Forgetting Who I Am
This was how I lost track of who I was on an emotional level. With so much neglect and contempt, I was constantly looking for a way to feel part of and
accepted by my family. I took everything personally because I didn’t know how to draw clear boundaries between my emotions and those of my caregivers. Because I felt so much of my belonging hinged on their approval. Their good or bad moods, the ones that I may or may not be responsible for. I was constantly in tune to them. Even their slightest of shifts could fill me with fear.
But along the way I learned to stop listening to my own wants and needs. For instance I didn’t really know how I was feeling most of the time. But I also didn’t even know if I was hungry or tired. I did learn how to push myself beyond my limits though. Mostly fueled by coffee, to keep me going during the day and beer to slow me down at night. This was how I learned to ignore the most basic of my needs. To feel loved and belonging.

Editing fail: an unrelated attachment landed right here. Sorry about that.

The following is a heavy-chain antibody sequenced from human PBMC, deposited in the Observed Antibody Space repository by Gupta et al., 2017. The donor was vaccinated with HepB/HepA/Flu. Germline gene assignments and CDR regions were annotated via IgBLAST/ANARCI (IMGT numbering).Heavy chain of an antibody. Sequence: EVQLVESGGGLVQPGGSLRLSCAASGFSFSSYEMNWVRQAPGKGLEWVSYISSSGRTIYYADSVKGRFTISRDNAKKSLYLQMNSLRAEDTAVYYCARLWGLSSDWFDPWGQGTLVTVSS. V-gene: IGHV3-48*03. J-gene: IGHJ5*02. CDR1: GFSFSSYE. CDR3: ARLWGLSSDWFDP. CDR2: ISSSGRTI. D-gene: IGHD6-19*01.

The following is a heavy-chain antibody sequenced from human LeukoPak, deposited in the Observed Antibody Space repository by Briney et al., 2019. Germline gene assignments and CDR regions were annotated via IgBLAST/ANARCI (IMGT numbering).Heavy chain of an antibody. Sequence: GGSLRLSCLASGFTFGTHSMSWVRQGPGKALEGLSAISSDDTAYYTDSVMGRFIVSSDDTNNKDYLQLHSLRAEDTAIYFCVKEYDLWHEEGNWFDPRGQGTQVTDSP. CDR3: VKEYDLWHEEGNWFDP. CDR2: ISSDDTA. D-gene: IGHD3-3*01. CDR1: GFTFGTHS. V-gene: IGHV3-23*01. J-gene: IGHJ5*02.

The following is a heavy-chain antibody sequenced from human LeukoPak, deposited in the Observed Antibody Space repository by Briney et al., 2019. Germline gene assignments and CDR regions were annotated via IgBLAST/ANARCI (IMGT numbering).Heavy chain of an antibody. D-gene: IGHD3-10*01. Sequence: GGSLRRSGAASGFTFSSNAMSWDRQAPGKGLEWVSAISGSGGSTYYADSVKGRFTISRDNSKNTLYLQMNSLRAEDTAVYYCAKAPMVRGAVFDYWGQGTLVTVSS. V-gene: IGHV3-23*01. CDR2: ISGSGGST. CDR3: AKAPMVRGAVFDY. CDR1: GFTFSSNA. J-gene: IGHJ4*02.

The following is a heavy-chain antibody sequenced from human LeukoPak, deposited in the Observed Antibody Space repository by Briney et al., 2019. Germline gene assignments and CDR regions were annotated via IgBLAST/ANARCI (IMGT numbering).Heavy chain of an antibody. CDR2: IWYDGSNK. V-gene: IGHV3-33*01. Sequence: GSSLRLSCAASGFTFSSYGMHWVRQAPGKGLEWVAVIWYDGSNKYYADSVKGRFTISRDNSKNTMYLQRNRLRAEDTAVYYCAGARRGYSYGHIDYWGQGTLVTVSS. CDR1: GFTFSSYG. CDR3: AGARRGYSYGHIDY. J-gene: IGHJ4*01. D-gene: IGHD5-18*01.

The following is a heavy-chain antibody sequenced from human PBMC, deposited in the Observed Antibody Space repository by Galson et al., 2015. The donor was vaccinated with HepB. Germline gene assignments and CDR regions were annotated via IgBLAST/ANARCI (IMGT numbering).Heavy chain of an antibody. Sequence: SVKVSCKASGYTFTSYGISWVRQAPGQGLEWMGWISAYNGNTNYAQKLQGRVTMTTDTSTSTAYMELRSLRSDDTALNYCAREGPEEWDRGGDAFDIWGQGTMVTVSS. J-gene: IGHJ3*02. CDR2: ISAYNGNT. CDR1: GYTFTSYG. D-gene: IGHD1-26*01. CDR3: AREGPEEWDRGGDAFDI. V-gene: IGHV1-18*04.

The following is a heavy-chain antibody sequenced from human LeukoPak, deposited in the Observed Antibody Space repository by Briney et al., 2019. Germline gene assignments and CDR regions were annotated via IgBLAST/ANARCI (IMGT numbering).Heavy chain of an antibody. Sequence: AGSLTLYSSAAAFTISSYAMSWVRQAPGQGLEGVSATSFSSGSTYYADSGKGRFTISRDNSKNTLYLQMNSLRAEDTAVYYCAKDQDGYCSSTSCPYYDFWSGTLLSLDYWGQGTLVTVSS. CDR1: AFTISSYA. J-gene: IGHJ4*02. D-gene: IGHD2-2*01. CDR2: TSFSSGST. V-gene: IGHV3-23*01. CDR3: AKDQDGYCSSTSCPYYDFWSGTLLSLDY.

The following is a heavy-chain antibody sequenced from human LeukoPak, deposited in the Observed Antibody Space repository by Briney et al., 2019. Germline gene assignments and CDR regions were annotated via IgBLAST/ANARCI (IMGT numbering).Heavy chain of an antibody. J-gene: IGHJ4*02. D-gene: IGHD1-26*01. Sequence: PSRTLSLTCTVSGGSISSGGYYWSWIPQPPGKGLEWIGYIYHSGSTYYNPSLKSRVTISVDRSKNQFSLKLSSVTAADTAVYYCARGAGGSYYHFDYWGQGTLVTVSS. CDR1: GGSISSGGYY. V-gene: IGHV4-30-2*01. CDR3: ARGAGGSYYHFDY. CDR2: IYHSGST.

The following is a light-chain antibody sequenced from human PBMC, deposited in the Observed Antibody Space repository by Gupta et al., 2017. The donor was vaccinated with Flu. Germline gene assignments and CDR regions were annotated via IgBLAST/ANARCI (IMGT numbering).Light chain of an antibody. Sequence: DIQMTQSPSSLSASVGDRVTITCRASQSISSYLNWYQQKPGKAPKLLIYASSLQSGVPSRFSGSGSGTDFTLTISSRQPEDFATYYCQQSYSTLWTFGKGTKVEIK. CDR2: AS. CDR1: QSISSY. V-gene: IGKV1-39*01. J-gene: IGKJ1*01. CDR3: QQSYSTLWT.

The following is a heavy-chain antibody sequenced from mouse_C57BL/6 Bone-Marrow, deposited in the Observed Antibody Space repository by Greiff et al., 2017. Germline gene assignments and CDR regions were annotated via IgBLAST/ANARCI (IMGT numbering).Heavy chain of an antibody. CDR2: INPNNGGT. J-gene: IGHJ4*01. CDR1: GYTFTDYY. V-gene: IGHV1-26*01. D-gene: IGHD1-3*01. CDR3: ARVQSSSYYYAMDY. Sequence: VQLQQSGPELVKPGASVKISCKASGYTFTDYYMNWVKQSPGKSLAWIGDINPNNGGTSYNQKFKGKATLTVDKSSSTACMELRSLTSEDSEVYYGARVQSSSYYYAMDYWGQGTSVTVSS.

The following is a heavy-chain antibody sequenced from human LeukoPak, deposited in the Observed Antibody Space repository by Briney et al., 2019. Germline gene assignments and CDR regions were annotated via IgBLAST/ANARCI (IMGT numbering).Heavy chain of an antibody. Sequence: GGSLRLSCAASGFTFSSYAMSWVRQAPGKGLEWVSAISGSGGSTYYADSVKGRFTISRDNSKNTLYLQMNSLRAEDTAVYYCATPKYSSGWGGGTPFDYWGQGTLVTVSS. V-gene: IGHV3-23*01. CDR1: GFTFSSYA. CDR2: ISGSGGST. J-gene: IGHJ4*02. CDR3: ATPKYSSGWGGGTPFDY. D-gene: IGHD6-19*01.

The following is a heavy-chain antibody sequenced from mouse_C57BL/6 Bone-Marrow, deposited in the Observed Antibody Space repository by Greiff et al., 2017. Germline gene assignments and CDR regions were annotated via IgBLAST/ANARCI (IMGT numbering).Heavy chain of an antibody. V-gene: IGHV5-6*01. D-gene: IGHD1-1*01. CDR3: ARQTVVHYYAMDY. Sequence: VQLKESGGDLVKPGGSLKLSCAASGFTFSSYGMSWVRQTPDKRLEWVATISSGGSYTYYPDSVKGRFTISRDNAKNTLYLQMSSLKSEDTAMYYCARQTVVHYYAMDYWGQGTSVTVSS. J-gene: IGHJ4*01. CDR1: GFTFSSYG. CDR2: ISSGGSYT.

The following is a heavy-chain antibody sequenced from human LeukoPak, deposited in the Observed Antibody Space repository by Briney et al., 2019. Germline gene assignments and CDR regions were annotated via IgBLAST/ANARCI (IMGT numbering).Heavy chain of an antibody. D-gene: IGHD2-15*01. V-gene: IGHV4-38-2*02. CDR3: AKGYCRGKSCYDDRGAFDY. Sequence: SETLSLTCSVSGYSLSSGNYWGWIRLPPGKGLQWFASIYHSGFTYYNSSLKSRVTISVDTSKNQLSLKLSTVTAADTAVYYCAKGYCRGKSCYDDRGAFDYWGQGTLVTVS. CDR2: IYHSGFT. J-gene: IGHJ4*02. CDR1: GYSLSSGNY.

Learning to Listen, Learning to Attune
There was a lot of confusion and fear without a doubt. But it wasn’t hopeless. If it was the love of a woman that allowed me to understand how patience felt, it was meditation, yoga and running that helped me practice and foster a place for patience to grow in defiance of the fear. And it wasn’t easy.
I had put off feeling a lot of my emotions. And when I sat down to learn how to feel again, they all came flooding back in. It was overwhelming for sure. But they needed to be felt. And there was a learning curve. Understanding how to let in a metered amount of emotion while learning what my limits are is something I’m still coming to understand.
Overcoming Our Barriers
Running and yoga
helped me to understand how to push my boundaries and limits in a healthy way. To build resilience. The reason these methods were so helpful was because it was tough work being with my difficult emotions. Running and yoga mirrored the difficulty of being in a difficult emotional state. But it also gave me a sense of being physically capable of overcoming obstacles. Barriers that were holding me back from being wholly present in my body. Either during a difficult workout or sitting with a difficult emotion. And what’s more is, I was stronger after the effort. On the other side of my physical and emotional barriers.